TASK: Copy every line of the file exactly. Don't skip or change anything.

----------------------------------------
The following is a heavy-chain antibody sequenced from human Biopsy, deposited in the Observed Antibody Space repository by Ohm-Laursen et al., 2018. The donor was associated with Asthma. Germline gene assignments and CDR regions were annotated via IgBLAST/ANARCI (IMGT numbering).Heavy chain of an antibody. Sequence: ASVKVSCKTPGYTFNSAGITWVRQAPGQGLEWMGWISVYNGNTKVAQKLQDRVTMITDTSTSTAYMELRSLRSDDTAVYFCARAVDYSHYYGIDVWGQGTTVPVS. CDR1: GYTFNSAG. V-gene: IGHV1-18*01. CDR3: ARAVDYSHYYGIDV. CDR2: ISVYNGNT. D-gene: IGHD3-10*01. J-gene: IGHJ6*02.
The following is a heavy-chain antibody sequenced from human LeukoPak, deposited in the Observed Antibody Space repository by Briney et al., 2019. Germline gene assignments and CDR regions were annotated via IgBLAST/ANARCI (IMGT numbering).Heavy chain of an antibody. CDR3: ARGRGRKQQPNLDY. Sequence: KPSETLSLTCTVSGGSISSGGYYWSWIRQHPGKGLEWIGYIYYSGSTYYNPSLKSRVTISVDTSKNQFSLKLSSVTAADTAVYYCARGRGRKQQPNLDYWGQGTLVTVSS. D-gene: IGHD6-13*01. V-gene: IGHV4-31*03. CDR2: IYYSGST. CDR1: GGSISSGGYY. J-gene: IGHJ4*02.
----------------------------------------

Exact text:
The following is a heavy-chain antibody sequenced from human Biopsy, deposited in the Observed Antibody Space repository by Ohm-Laursen et al., 2018. The donor was associated with Asthma. Germline gene assignments and CDR regions were annotated via IgBLAST/ANARCI (IMGT numbering).Heavy chain of an antibody. Sequence: ASVKVSCKTPGYTFNSAGITWVRQAPGQGLEWMGWISVYNGNTKVAQKLQDRVTMITDTSTSTAYMELRSLRSDDTAVYFCARAVDYSHYYGIDVWGQGTTVPVS. CDR1: GYTFNSAG. V-gene: IGHV1-18*01. CDR3: ARAVDYSHYYGIDV. CDR2: ISVYNGNT. D-gene: IGHD3-10*01. J-gene: IGHJ6*02.
The following is a heavy-chain antibody sequenced from human LeukoPak, deposited in the Observed Antibody Space repository by Briney et al., 2019. Germline gene assignments and CDR regions were annotated via IgBLAST/ANARCI (IMGT numbering).Heavy chain of an antibody. CDR3: ARGRGRKQQPNLDY. Sequence: KPSETLSLTCTVSGGSISSGGYYWSWIRQHPGKGLEWIGYIYYSGSTYYNPSLKSRVTISVDTSKNQFSLKLSSVTAADTAVYYCARGRGRKQQPNLDYWGQGTLVTVSS. D-gene: IGHD6-13*01. V-gene: IGHV4-31*03. CDR2: IYYSGST. CDR1: GGSISSGGYY. J-gene: IGHJ4*02.